The erosion of Turkey’s foreign currency reserves is a credit negative and Central Bank use of reserves to prop up the Turkish Lira currency poses renewed questions on its transparency and independence, Moody’s Rating Agency said on April 1.
“Intervention to support the lira is contrary to the Central Bank’s longstanding policy to allow the exchange rate to float freely and poses renewed questions about the transparency and independence,” Moody’s said in a note, Reuters reported.
The renewed slip in Turkey’s financial markets and uncertain policy reaction to recession raises a risk of further capital flight, Moody’s said, adding that the results of local polls will likely determine the future path of macroeconomic policy.
“This weekend’s municipal elections results will likely determine the future path of macroeconomic policy and therefore whether the latest market shock persists or dissipates.”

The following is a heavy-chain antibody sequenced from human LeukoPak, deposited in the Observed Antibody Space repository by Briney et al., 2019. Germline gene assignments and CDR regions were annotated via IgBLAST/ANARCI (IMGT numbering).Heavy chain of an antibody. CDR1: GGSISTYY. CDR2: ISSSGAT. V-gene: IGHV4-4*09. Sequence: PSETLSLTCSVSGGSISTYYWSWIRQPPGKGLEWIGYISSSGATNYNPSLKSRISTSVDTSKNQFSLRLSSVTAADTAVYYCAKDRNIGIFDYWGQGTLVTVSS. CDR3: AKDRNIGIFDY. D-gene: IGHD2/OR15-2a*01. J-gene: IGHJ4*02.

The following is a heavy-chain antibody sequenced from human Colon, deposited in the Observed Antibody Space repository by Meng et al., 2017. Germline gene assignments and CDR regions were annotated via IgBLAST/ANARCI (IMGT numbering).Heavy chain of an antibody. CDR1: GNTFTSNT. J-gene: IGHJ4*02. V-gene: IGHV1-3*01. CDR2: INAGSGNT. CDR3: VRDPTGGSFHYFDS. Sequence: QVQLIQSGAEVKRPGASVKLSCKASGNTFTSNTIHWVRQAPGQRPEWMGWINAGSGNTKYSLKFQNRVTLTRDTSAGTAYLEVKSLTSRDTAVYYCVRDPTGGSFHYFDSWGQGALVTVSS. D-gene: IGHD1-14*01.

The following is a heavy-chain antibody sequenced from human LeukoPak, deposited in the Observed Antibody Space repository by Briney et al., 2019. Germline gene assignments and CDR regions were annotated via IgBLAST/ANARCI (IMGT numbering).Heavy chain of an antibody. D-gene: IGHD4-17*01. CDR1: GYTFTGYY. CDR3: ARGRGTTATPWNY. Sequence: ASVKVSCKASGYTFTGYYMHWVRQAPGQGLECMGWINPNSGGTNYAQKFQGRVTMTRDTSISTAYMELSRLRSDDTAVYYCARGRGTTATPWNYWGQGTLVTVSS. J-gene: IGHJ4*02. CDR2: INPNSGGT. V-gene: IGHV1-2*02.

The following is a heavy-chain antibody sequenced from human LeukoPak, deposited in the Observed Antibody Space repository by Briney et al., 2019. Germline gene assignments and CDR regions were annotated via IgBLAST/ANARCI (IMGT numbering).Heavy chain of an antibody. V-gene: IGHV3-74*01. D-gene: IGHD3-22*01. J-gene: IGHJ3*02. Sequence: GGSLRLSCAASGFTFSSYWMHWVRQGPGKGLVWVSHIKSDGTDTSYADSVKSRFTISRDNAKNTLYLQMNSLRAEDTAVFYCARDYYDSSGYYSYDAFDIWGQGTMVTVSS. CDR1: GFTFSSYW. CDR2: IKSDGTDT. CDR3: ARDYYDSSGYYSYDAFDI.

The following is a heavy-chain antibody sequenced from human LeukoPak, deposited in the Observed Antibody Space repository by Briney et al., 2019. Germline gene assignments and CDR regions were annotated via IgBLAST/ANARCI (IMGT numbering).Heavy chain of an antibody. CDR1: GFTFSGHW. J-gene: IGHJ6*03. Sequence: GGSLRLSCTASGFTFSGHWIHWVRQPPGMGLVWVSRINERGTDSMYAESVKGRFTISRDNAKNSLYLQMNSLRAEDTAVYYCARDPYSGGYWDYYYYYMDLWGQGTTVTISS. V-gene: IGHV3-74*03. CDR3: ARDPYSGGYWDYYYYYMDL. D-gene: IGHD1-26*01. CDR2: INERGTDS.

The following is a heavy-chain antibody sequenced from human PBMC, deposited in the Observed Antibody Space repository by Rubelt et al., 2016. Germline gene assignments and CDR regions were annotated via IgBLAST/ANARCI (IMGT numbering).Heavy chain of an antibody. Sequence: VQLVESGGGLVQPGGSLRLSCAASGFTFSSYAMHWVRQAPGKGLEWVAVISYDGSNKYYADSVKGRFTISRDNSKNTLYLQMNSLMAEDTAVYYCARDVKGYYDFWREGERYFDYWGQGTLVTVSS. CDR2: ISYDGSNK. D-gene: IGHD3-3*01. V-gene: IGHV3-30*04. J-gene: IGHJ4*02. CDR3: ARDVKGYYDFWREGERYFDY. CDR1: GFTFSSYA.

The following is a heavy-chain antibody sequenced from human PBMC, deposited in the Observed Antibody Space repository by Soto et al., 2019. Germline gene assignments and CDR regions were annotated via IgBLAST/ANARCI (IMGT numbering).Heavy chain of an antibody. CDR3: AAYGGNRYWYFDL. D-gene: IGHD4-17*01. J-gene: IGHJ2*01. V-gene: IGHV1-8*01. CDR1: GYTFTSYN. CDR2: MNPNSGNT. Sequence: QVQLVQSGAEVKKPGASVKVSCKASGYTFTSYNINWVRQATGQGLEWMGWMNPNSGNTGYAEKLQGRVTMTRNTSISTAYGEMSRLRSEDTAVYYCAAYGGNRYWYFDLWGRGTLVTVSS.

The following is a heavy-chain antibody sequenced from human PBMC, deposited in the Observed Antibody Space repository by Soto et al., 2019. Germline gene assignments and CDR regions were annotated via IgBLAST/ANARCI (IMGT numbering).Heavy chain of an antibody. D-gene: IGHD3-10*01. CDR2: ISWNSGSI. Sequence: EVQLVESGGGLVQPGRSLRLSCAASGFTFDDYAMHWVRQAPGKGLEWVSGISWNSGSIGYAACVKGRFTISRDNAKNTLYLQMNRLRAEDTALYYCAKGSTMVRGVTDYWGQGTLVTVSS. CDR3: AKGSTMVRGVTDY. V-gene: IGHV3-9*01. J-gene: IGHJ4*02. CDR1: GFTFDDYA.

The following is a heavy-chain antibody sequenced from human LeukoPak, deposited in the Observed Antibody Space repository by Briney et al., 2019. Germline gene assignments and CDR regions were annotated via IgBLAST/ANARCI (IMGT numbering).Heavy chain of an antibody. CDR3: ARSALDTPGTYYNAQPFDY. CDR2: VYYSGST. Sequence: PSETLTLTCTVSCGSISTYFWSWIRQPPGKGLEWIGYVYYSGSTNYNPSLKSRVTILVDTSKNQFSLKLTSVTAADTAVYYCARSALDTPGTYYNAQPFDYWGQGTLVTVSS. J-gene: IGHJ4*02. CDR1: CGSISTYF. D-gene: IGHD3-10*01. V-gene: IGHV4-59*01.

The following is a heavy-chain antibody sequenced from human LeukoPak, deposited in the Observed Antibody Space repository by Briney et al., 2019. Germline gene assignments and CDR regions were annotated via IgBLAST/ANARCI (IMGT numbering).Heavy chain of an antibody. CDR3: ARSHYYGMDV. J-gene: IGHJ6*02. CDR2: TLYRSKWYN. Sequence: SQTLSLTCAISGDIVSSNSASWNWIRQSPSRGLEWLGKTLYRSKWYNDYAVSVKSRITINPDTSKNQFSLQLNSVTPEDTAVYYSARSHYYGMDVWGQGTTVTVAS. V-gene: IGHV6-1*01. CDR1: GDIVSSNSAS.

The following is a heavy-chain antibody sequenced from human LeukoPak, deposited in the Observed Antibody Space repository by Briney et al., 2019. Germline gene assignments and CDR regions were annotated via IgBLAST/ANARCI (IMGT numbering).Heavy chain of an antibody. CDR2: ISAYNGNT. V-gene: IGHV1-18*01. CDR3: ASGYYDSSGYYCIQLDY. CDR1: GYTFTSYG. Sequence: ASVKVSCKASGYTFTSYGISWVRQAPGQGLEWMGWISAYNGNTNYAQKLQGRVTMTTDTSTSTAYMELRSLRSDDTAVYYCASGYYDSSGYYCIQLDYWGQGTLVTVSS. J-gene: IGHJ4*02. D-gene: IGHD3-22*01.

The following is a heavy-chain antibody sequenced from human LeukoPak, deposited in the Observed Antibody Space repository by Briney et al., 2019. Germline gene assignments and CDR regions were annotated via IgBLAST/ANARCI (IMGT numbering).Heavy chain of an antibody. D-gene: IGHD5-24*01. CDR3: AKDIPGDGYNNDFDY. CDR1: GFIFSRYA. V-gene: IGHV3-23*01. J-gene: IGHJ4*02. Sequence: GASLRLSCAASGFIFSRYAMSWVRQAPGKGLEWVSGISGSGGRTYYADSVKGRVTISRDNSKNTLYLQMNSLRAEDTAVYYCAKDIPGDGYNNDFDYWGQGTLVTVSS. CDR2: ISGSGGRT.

The Central Bank of Turkey aims to reinforce and effectively manage the country’s reserves, consistent with a steady rise, the bank’s governor said last week.
Murat Çetinkaya added the bank continues to decisively implement its reserve-building policy.
“Although reserves may fluctuate due to periodic factors, there has been a consistent uptrend in reserves in the medium term,” Çetinkaya told Anadolu Agency on March 28.
“Over the last week, our gross reserves have increased across all items by $4.3 billion and by March 27 reached $96.7 billion. During the same period, our net reserves also rose $2.4 billion to $28.6 billion,” he said.
Hurriyet Daily News